What Services do Service Dogs Provide?
Highly trained service animals work for their owners with physical or psychiatric disability. There are different types of training as there are different types of work that the service dogs provide. These dogs assist their owners or masters to ensure that they can go on with their routines and activities without any incidents or problems. Above all, the service dogs must ensure their owner’s safety and health as it can become a life or death situation.
Below are just some of the tasks service dogs can do for individuals with disability or impairment, according to the International Association of Assistance Dog Partners:
Service Dogs Basic Tasks
- Answers when someone’s at the door by pulling a lever.
- Brings or retrieves stuff to its owner, such as the mail, medicine bottles or any other items.
- Barks, summons or alerts someone in the other room, for the owner who cannot get to them.
- Helps his owner get around, or get up from his seat, or climb the stairs at the home or in public establishments.
- Be his owner’s steady support, in case he experiences an imbalance while doing activities.
- Carries medicine and other provisions for his owner in a specialized back pack.
Service Dogs Tasks During Emergencies
- Brings the phone to his owner to call 911 or a relative.
- Knows how to bark at a speaker phone to signal for emergency.
- Interrupts or tags its owner during a trigger or psychiatric occurrence.
- Alerts other people when its owner is in distress.
- Leads other people to its owner, who could already be down on the floor after an episode or a suicide attempt, especially in cases of depression and mood disorders.
- Alert its owner in cases of fire or burglary attempts.
Psychiatric Service Dog Services
Psychiatric service dogs provide assistance to people with mental health disabilities navigate through life. Similar to other service dogs, psychiatric service dogs are trained to assist their handlers by performing these tasks:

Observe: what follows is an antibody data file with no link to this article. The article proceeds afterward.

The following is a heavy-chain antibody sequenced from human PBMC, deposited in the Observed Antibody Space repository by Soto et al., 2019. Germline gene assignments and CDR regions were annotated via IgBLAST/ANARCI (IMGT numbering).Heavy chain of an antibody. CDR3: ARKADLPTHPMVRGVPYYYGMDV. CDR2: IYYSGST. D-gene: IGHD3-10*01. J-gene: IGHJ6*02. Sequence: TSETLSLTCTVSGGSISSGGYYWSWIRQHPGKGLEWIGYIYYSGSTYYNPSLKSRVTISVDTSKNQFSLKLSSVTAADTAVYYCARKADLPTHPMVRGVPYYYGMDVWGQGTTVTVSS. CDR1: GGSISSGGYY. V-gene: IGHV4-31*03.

- Guide a disoriented handler – for people on medications or in the middle of a disassociated
- Provide tactile stimulation for anxiety attacks, panic attacks, etc.
- Identify hallucinations – for people who experience hallucinations
- Search a room – for people with PTSD who are hyper-vigilant
- Interrupt and redirect – for people with OCD who may self harm themselves
Psychiatric service dogs can provide tremendous benefits for their handlers, outside the services they provide, so that the handlers can lead normal lives. Caring for a dog requires the handler to get out of the house and forces them to interact with the outside world. The simple act of having to get out of bed and getting fresh air can reverse the symptoms of depression in people. Emotional support animals can also provide these benefits to their handlers. Service dog and emotional support dog handlers report greater self-esteem due to the independence that they experience with their service dog or emotional support dog.
Training for service dogs could take weeks and will depend on the tasks they have to learn and perform. Because of these tasks, the law, through the Americans with Disabilities Act, acknowledges that persons with disabilities or impairment need their service dogs at all times. Establishments and businesses are expected to recognize and afford individuals with service dogs the access or accommodation.
If you are experiencing any type of discrimination due to your need for a service animal, please contact the ADA.